The blueprint omits program-specific funding amounts, so there is no accounting for the decline.

While the Pell Grant is somewhat spared in the budget blueprint, it’s still vulnerable. Previous Republican budget proposals called for reducing the annual Pell maximum award. Pell critics malign the grant as an inefficient system ineffective at boosting student success. Some disparage Pell as a handout.

Yet Pell unlocks the door to higher education for those who could not otherwise afford it. It is an essential tool for increasing and maintaining enrollment in higher education- especially MSIs. For example, two-thirds of HBCU students receive Pell Grants.

While studies on the direct impact of Pell on enrollment are few, empirical research on financial policy interventions similar to Pell shows that lowering the entrance fee for higher education increases participation.

Low-income students are especially sensitive to financial assistance compared to middle and upper-income students. Most higher education finance experts agree that Pell Grants serve as an essential tool in the enrollment of economically disadvantaged students.

A quick look at the numbers reveals the significance of Pell Grants to MSI students. The 10 states with the most MSIs are: Alabama, California, Florida, Georgia, Illinois, New Mexico, New York, North Carolina, South Carolina, and Texas. Based on National Center for Education Statistics Integrated Postsecondary Data System (IPEDS), the percentage of students in these states receiving Pell grants increased between 2008 and 2015.

Margins were especially large in Alabama (56 percent of private four-year students to 77 percent), California (32 percent of community college students to 53 percent), Florida (44 percent of public four-year students to 66 percent), and Georgia (42 percent of community college students to 79 percent).

Most students in all sectors in all the states with the most MSIs receive some form of federal financial assistance, including SEOG and work-study. Some of the more notable examples for the 2014-2015 academic year are:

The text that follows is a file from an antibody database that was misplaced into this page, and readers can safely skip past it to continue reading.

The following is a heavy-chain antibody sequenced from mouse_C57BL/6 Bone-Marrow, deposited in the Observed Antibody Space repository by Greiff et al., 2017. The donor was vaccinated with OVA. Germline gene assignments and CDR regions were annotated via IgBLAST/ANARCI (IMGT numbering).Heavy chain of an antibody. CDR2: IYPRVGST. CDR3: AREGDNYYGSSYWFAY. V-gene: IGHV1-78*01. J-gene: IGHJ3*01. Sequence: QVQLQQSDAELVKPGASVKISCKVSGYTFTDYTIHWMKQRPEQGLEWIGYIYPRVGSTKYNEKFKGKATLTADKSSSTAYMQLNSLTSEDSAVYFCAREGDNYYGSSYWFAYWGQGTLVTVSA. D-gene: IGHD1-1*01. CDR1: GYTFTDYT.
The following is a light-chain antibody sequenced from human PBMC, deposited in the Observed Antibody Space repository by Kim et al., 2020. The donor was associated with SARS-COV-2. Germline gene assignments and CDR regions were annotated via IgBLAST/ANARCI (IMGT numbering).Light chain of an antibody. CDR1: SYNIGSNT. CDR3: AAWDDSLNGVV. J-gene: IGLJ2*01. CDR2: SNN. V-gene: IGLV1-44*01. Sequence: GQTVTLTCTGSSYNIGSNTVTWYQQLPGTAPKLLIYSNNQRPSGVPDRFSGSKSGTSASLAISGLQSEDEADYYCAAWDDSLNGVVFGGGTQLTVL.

• Alabama: 91 percent of four-year public students and 96 percent of four-year private students
  • Georgia: 95 percent of four-year public students and 97 percent of four-year private students
  • North Carolina: 94 percent of four-year public students and 98 percent of four-year private students
  • South Carolina: 97 percent of four-year public students and 98 percent of four-year private students
  • Texas: 91 percent of four-year public students and 96 percent of four-year private students

MSI students tend to be more vulnerable to the fluctuations in state and federal financial support. The vast majority of MSI students rely on financial aid and don’t have the financial safety nets that middle and upper income students have. 

The Institute for Research on Higher Education at the University of Pennsylvania notes that for every $1,000 increase in tuition, there is a 3 percent decline in college participation. As states and institutional financial aid has mostly declined, federal financial aid (mostly Pell Grants) is pivotal in maintaining college access.

The Trump administration’s attacks on people of color continue via his budget proposal for FY 2018. Trump pays tweet-service to HBCUs while gutting the programs their students rely on. The authors of his budget blueprint can evasively claim such cuts are justified based on an evidence-based approach.

Yet economic policy experts have explained how Trump and his administration cannot cut their way to effectively govern a nation, especially if that nation cannot adequately educate its citizens and offer them jobs requiring college credentials.

Marybeth Gasman is professor of higher education at the University of Pennsylvania and director of the Penn Center for Minority Serving Institutions. William Casey Boland is a research assistant at the Penn Center for Minority Serving Institutions.


The views expressed by contributors are their own and are not the views of The Hill.